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Founder/Host of Black Real Estate Podcast is Teaching Entrepreneurs How to Own Property

by Ava Robinson

The Black Real Estate Dialogue [BRED] podcast’s creator and presenter, Sam Dolciné, aims to assist African Americans in gaining access to equity and generating generational wealth through real estate investing. Sam, who resides in Los Angeles and is originally from Brooklyn, New York, has a talent acquisition and human resources history.
Sam started shopping for property in October 2019 after realizing his 401K wouldn’t provide enough equity to retire comfortably. When studying the issue, he was discouraged to find that black investors provided no resources.

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“Real estate is one of the most dependable ways to build wealth,” he says. Information opens doors, but the Department of Housing and Urban Development lists financial literacy as one of numerous obstacles preventing Black Americans from becoming property investors. Many people find it challenging to comprehend specifics like mortgage terms, assessments, possibilities for down payments, government programs, insurance needs, terminology, and real estate fundamentals. Some people get into difficulties while only looking for certain information.

His podcast is intended to assist homebuyers of all races who are struggling with bad credit and a lack of resources, but especially Black homebuyers who, for decades, have been subject to unfair and unscrupulous government regulations that were race-specific and made it difficult or impossible for Black Americans to participate in the American Dream.

Redlining was a kind of discrimination whereby the mortgage industry refused to make loans to high-risk neighborhoods because of their large populations of black and brown people. Redlining prohibited black Americans from acquiring property before the Civil Rights Movement and the Fair Housing Act of 1968. The Community Reinvestment Act was enacted in 1977 to encourage banks to assist the neighborhood around their location to combat the practice of “redlining.” Before this rule was enacted, banks could establish themselves where citizens were prohibited from purchasing real estate and reaping the financial benefits.

Sam observes that “more Black individuals are renting from landlords than owning homes because of the problems that lasted over fifty years ago. Black Americans are the minority group least likely to invest in real estate or buy homes. As a people, we can affect history by educating ourselves about it, even though we cannot change the past.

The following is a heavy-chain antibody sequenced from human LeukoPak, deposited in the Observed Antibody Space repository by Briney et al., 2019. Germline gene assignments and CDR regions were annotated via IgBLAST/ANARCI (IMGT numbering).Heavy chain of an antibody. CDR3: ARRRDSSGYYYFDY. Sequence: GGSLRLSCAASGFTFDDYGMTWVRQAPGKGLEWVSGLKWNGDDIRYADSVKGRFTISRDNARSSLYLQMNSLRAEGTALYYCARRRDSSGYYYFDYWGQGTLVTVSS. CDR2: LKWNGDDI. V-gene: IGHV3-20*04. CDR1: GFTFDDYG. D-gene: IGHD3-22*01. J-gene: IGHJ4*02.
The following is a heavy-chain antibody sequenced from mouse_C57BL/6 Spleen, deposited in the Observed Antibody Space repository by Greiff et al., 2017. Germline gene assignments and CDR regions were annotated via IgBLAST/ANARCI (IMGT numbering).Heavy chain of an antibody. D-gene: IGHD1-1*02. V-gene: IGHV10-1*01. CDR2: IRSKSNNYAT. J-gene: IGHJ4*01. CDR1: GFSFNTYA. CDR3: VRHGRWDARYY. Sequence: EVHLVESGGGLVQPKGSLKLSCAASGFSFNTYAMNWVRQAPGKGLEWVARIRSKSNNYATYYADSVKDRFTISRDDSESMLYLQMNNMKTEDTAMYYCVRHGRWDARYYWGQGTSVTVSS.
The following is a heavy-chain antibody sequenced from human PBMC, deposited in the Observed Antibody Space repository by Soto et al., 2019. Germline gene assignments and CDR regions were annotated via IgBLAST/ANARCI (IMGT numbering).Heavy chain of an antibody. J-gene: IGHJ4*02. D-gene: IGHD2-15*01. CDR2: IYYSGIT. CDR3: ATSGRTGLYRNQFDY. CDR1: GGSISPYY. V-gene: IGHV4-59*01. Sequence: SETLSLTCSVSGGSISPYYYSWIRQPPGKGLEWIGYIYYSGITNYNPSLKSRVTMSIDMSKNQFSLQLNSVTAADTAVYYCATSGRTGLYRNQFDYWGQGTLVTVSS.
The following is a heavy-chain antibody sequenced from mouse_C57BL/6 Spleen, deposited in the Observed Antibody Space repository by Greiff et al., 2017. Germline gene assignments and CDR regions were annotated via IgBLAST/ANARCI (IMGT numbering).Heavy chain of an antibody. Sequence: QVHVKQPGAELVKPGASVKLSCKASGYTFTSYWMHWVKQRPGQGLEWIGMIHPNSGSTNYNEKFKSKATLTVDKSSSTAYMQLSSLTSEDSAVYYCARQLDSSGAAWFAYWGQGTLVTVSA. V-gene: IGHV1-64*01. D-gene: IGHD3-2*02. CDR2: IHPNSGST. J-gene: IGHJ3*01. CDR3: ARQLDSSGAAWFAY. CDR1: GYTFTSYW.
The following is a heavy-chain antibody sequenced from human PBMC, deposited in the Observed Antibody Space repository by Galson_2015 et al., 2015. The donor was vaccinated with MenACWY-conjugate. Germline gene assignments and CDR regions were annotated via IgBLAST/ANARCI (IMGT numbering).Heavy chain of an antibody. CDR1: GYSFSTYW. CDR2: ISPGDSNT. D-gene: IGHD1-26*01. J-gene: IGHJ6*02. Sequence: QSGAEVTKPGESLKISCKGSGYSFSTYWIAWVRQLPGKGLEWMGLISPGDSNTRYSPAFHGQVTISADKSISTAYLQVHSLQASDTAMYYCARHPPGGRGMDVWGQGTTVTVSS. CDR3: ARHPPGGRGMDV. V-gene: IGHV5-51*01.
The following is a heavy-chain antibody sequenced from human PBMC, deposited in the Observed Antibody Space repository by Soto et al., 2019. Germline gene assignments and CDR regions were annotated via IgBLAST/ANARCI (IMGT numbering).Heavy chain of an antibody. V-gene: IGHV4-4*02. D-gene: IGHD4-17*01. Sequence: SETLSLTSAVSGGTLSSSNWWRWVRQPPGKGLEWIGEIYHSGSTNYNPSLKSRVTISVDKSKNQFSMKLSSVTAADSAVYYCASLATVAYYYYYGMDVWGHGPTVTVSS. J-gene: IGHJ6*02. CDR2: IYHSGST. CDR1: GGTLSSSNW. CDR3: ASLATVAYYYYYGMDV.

Sam claims that he founded Black Real Estate Dialogue to serve as a platform for the black community to share knowledge and to pave the way for generational prosperity for all of us. To record and share the success stories of black real estate investors, he turned to design expert Joshua A. Foster. The podcast, which focuses on how these investors got started, was released in 2019. In the first episode, Dolciné interviews the CEOs of Nelson Properties & Acquisitions, LLC, a husband-and-wife partnership.

Later, Sam interviews Don Peebles and Victor MacFarlane, two of the top black developers in the nation, and Page Turner from HGTV’s Fix My Flip. Sam explains, “We aim to assist black investors initially.” “So, it is often one of the first things I ask throughout every interview. How did you start?

Currently, the BRED platform has more than 83,000 Instagram followers (@BlackRealEstateDialogue) and 150 in-depth interviews that can be found on YouTube, Apple Podcasts, and Spotify. It provides Black families with the necessary resources to begin going and cheap, easily understandable online real estate courses. The BRED network is intended for first-time homeowners, prospective investors wishing to buy and develop land, and individuals interested in enhancing their retirement possibilities by investing in residential or commercial property.

“Black people have a good chance of succeeding in real estate investing. If you’re impoverished, it doesn’t matter. It makes no difference where you begin. Real estate investing is possible, and we have over 100 examples to back this up, adds Sam. “I’ve discovered that discipline, not a huge financial account, is what you need. We are ready and able to demonstrate for you. We speak with Black investors who kindly give us a glimpse into how they operate. The procedures are being shared.

It necessitates a leap of faith, he says. And because of this, everyone in our community must support one another, believe in ourselves, and act appropriately. There is no stopping us once we do it.

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